Have you left your first love? Are you focused more on right doctrine than upon loving God? Do you see yourself trusting in your own works rather than loving Christ and trusting in His work? Is your heart drawn more to the world and the things you want here rather than to Christ? Do you constantly make the excuse that you are too busy to pursue Christ the way you know you should? Are you bearing the shame of hidden sin so heavily that you feel Christ doesn’t want you?
Remember, dear child of God, no matter how many steps you have taken away from Christ, it only takes one step to get back. Take that step of repentance. Lay yourself at His feet, and you will see that He never stopped holding you. He died in your place to secure you in His embrace. Look into your Savior’s eyes and see how fiercely He loves you. Then let the truth of His love for you renew your love for Him. Go to the Word, and be diligent to set Christ before yourself, and the Spirit within you WILL deepen your passion for Him.
“The LORD your God is in your midst, A victorious warrior. He will exult over you with joy, He will be quiet in His love, He will rejoice over you with shouts of joy.” (Zeph 3:17)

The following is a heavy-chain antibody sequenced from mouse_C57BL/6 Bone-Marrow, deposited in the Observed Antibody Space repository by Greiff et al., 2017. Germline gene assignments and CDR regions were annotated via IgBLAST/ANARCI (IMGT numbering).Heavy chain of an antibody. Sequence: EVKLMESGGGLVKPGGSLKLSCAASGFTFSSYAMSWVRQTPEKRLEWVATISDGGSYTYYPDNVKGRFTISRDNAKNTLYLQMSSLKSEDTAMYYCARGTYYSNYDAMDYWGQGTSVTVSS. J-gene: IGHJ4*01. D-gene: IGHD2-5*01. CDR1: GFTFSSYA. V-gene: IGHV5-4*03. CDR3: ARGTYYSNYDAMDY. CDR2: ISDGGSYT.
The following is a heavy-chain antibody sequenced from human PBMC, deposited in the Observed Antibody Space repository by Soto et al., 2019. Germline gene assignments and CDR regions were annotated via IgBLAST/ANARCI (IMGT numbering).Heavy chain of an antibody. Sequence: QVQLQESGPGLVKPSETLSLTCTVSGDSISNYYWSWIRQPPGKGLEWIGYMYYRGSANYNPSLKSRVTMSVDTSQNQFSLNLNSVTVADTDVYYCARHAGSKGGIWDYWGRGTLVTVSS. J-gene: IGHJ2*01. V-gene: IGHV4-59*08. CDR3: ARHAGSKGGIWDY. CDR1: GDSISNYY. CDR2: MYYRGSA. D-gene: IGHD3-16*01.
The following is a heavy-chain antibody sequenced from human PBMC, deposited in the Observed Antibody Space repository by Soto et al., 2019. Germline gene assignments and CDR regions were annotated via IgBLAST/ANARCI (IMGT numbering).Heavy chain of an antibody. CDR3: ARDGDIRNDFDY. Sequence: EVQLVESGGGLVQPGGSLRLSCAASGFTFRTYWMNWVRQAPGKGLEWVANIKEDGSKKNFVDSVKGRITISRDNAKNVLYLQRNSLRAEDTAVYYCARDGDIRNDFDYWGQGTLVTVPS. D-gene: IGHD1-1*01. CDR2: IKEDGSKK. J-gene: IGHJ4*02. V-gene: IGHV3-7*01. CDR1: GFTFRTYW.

Child abuse is not merely an act of immorality, but also an act of violence and an abuse of power. It’s not only a sin, but also a crime, which calls for immediate reporting to the civil authorities. The Bible gives civil government the power of the sword to visit justice upon criminals (Rom 13:1-7), but denies it to the church (Matt 26:51-53). Therefore, child abuse can never be settled within the church alone, but must always involve the civil authorities.
It is with this understanding that Morningview has had the following Child Abuse Prevention Policy in place for the past five years. We publish it here again for two reasons. First, we want everyone in the church to know our policy, to understand what child abuse is, and how to respond to it. Second, we hope that any would-be predators might read this and choose not to victimize our children. (more…)